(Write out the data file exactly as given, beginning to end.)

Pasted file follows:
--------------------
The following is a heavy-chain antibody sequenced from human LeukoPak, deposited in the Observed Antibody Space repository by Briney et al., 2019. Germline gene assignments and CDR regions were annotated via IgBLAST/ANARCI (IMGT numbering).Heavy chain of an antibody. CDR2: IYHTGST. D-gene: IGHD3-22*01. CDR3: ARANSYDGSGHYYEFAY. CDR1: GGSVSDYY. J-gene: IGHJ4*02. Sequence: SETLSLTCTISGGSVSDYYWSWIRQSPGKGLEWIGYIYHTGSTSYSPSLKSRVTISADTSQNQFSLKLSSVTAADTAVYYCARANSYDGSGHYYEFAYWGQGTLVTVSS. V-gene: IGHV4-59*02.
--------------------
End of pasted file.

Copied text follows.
The following is a heavy-chain antibody sequenced from human LeukoPak, deposited in the Observed Antibody Space repository by Briney et al., 2019. Germline gene assignments and CDR regions were annotated via IgBLAST/ANARCI (IMGT numbering).Heavy chain of an antibody. CDR2: IYHTGST. D-gene: IGHD3-22*01. CDR3: ARANSYDGSGHYYEFAY. CDR1: GGSVSDYY. J-gene: IGHJ4*02. Sequence: SETLSLTCTISGGSVSDYYWSWIRQSPGKGLEWIGYIYHTGSTSYSPSLKSRVTISADTSQNQFSLKLSSVTAADTAVYYCARANSYDGSGHYYEFAYWGQGTLVTVSS. V-gene: IGHV4-59*02.